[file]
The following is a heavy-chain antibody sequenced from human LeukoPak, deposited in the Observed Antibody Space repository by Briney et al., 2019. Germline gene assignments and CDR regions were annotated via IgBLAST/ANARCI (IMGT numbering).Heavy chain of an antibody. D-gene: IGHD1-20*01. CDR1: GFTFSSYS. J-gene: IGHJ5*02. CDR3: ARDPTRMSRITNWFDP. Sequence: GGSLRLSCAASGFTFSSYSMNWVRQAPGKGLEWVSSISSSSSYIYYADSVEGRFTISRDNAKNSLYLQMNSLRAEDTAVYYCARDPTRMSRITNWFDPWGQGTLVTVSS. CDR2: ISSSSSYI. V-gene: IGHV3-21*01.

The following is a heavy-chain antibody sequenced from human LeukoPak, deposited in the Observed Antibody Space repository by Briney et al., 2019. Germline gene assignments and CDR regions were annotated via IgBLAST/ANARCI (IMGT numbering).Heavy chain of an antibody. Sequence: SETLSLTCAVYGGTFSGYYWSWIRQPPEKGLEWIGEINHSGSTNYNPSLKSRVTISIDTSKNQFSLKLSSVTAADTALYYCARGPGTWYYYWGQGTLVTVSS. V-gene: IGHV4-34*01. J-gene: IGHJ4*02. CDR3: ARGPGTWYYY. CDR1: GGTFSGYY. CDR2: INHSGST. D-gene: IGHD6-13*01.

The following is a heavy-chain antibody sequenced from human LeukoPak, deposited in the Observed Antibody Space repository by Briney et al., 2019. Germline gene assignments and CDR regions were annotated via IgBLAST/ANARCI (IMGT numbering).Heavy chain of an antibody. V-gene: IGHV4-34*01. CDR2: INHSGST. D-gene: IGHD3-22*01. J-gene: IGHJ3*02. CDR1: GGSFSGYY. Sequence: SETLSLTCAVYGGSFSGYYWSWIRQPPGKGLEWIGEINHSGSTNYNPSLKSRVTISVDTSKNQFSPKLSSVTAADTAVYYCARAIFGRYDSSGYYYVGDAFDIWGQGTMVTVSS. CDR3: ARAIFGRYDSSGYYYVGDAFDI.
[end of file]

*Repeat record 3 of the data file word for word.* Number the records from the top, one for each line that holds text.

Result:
The following is a heavy-chain antibody sequenced from human LeukoPak, deposited in the Observed Antibody Space repository by Briney et al., 2019. Germline gene assignments and CDR regions were annotated via IgBLAST/ANARCI (IMGT numbering).Heavy chain of an antibody. V-gene: IGHV4-34*01. CDR2: INHSGST. D-gene: IGHD3-22*01. J-gene: IGHJ3*02. CDR1: GGSFSGYY. Sequence: SETLSLTCAVYGGSFSGYYWSWIRQPPGKGLEWIGEINHSGSTNYNPSLKSRVTISVDTSKNQFSPKLSSVTAADTAVYYCARAIFGRYDSSGYYYVGDAFDIWGQGTMVTVSS. CDR3: ARAIFGRYDSSGYYYVGDAFDI.